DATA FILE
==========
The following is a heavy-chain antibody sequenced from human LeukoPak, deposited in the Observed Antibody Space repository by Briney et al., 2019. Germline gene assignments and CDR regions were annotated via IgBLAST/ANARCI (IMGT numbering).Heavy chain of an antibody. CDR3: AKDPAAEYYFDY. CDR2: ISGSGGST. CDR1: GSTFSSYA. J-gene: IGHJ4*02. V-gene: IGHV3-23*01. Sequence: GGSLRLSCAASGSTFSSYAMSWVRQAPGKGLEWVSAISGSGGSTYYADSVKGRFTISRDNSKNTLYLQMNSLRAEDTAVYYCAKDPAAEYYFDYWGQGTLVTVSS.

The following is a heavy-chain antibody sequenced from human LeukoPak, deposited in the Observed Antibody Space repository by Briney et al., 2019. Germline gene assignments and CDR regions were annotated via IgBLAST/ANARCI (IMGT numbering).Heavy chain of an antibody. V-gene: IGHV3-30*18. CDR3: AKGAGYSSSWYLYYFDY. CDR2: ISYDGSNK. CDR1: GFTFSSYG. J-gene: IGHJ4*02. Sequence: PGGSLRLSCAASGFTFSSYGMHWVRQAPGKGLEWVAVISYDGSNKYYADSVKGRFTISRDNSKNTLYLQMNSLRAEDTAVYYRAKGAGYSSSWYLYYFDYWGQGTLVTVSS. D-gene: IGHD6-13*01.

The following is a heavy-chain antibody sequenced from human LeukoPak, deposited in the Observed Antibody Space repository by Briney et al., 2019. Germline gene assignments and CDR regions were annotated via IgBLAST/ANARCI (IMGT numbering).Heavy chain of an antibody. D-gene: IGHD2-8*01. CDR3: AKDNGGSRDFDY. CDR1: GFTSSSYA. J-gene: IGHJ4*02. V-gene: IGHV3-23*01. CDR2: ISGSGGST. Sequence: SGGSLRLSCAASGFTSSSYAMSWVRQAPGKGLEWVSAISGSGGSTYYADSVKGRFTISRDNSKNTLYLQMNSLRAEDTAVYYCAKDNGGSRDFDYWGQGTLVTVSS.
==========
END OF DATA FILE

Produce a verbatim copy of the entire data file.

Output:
The following is a heavy-chain antibody sequenced from human LeukoPak, deposited in the Observed Antibody Space repository by Briney et al., 2019. Germline gene assignments and CDR regions were annotated via IgBLAST/ANARCI (IMGT numbering).Heavy chain of an antibody. CDR3: AKDPAAEYYFDY. CDR2: ISGSGGST. CDR1: GSTFSSYA. J-gene: IGHJ4*02. V-gene: IGHV3-23*01. Sequence: GGSLRLSCAASGSTFSSYAMSWVRQAPGKGLEWVSAISGSGGSTYYADSVKGRFTISRDNSKNTLYLQMNSLRAEDTAVYYCAKDPAAEYYFDYWGQGTLVTVSS.

The following is a heavy-chain antibody sequenced from human LeukoPak, deposited in the Observed Antibody Space repository by Briney et al., 2019. Germline gene assignments and CDR regions were annotated via IgBLAST/ANARCI (IMGT numbering).Heavy chain of an antibody. V-gene: IGHV3-30*18. CDR3: AKGAGYSSSWYLYYFDY. CDR2: ISYDGSNK. CDR1: GFTFSSYG. J-gene: IGHJ4*02. Sequence: PGGSLRLSCAASGFTFSSYGMHWVRQAPGKGLEWVAVISYDGSNKYYADSVKGRFTISRDNSKNTLYLQMNSLRAEDTAVYYRAKGAGYSSSWYLYYFDYWGQGTLVTVSS. D-gene: IGHD6-13*01.

The following is a heavy-chain antibody sequenced from human LeukoPak, deposited in the Observed Antibody Space repository by Briney et al., 2019. Germline gene assignments and CDR regions were annotated via IgBLAST/ANARCI (IMGT numbering).Heavy chain of an antibody. D-gene: IGHD2-8*01. CDR3: AKDNGGSRDFDY. CDR1: GFTSSSYA. J-gene: IGHJ4*02. V-gene: IGHV3-23*01. CDR2: ISGSGGST. Sequence: SGGSLRLSCAASGFTSSSYAMSWVRQAPGKGLEWVSAISGSGGSTYYADSVKGRFTISRDNSKNTLYLQMNSLRAEDTAVYYCAKDNGGSRDFDYWGQGTLVTVSS.